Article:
Jaguar Land Rover's 'Shape-Shifting' Seat Will Make Your Body Think It's Walking

It'll rock your pelvis from side to side to negate the effects of sitting too long.

Jaguar Land Rover

Driving is fun, but driving for extended or repetitive periods of time can take a toll on the body. Weakened muscles in the legs, hips, and gluteus can increase the chances of back pain or spinal injury, and if you have both a desk job and a long driving commute, this scenario becomes almost unavoidable. That's why Jaguar Land Rover is working on a way to keep the body active during long drives, with a seat designed to rock the hell out of you...err...move the pelvis from side to side.

A prototype seat currently in development at JLR uses sets of actuators embedded in its foam base to ever so slightly change the angle of the seat on a constant basis. It says this constant pelvic oscillation can trick the brain into thinking that the body is walking, and keep muscles engaged to prevent them from shriveling with disuse.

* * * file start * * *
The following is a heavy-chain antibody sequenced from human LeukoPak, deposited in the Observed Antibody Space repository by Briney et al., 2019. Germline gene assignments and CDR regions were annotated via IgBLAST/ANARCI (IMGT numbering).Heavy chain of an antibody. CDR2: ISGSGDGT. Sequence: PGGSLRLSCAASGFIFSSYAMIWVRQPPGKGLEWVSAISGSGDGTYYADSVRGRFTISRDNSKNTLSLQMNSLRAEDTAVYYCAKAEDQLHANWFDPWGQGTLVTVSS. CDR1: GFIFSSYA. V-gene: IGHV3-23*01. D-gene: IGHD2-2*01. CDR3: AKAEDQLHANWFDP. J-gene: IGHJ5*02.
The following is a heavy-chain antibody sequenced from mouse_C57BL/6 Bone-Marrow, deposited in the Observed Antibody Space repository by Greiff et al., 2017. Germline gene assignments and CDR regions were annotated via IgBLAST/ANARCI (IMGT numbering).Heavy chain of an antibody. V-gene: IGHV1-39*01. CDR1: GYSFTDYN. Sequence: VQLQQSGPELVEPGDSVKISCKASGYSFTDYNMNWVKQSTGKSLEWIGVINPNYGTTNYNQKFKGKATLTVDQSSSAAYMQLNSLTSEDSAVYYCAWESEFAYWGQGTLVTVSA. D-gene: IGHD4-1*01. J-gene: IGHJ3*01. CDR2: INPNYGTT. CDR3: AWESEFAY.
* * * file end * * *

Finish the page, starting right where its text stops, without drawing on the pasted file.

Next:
"The wellbeing of our customers and employees is at the heart of all our technological research projects," says JLR's chief medical officer Doctor Steve Iley. "We are using our engineering expertise to develop the seat of the future using innovative technologies not seen before in the automotive industry to help tackle an issue that affects people across the globe."

JLR didn't announce plans to implement this seat technology in any current or future models yet, as it is presumably in the midst of verifying that it helps maintain occupants' physical fitness. It's a shame they can't expedite the test using industrial robotic butts as Ford does, but with how rarely sci-fi films depict cyborgs or androids complaining of back pain, keeping humans in the equation may be for the best.

All that aside, it sounds like a pretty neat and possibly healthy idea.

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